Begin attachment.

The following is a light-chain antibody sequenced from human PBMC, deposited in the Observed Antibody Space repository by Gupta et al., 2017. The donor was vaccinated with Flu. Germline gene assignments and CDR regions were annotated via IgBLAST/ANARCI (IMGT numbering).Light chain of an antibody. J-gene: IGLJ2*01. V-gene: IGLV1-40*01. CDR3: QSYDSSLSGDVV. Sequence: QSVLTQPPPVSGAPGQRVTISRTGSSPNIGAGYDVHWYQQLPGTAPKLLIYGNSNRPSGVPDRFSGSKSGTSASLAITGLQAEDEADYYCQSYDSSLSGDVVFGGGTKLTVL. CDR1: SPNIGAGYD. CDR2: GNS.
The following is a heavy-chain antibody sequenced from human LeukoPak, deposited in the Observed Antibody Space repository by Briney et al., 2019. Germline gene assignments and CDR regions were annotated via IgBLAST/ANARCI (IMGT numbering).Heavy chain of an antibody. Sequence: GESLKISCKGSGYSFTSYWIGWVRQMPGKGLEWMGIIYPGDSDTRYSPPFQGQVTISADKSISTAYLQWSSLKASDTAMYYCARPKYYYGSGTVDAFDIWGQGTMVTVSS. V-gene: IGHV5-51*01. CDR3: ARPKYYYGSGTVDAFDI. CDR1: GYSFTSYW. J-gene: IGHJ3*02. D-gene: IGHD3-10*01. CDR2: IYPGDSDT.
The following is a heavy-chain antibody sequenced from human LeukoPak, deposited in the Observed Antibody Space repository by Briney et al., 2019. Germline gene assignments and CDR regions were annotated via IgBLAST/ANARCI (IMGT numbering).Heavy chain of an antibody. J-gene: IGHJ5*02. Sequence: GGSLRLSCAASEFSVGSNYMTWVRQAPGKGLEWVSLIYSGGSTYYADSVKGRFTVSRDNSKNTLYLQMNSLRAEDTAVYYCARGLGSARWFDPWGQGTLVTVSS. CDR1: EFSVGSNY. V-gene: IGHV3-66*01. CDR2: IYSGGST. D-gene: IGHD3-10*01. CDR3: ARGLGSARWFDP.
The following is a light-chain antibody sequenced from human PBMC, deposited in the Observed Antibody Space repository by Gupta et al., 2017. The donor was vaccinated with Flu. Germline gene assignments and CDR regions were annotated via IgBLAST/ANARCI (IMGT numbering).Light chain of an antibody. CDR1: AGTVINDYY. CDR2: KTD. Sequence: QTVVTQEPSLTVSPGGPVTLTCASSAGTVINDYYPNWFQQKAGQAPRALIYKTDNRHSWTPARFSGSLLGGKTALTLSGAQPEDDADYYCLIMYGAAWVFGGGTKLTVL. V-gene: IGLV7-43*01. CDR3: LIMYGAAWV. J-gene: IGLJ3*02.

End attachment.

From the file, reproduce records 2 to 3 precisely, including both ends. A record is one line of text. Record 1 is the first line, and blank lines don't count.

The following is a heavy-chain antibody sequenced from human LeukoPak, deposited in the Observed Antibody Space repository by Briney et al., 2019. Germline gene assignments and CDR regions were annotated via IgBLAST/ANARCI (IMGT numbering).Heavy chain of an antibody. Sequence: GESLKISCKGSGYSFTSYWIGWVRQMPGKGLEWMGIIYPGDSDTRYSPPFQGQVTISADKSISTAYLQWSSLKASDTAMYYCARPKYYYGSGTVDAFDIWGQGTMVTVSS. V-gene: IGHV5-51*01. CDR3: ARPKYYYGSGTVDAFDI. CDR1: GYSFTSYW. J-gene: IGHJ3*02. D-gene: IGHD3-10*01. CDR2: IYPGDSDT.
The following is a heavy-chain antibody sequenced from human LeukoPak, deposited in the Observed Antibody Space repository by Briney et al., 2019. Germline gene assignments and CDR regions were annotated via IgBLAST/ANARCI (IMGT numbering).Heavy chain of an antibody. J-gene: IGHJ5*02. Sequence: GGSLRLSCAASEFSVGSNYMTWVRQAPGKGLEWVSLIYSGGSTYYADSVKGRFTVSRDNSKNTLYLQMNSLRAEDTAVYYCARGLGSARWFDPWGQGTLVTVSS. CDR1: EFSVGSNY. V-gene: IGHV3-66*01. CDR2: IYSGGST. D-gene: IGHD3-10*01. CDR3: ARGLGSARWFDP.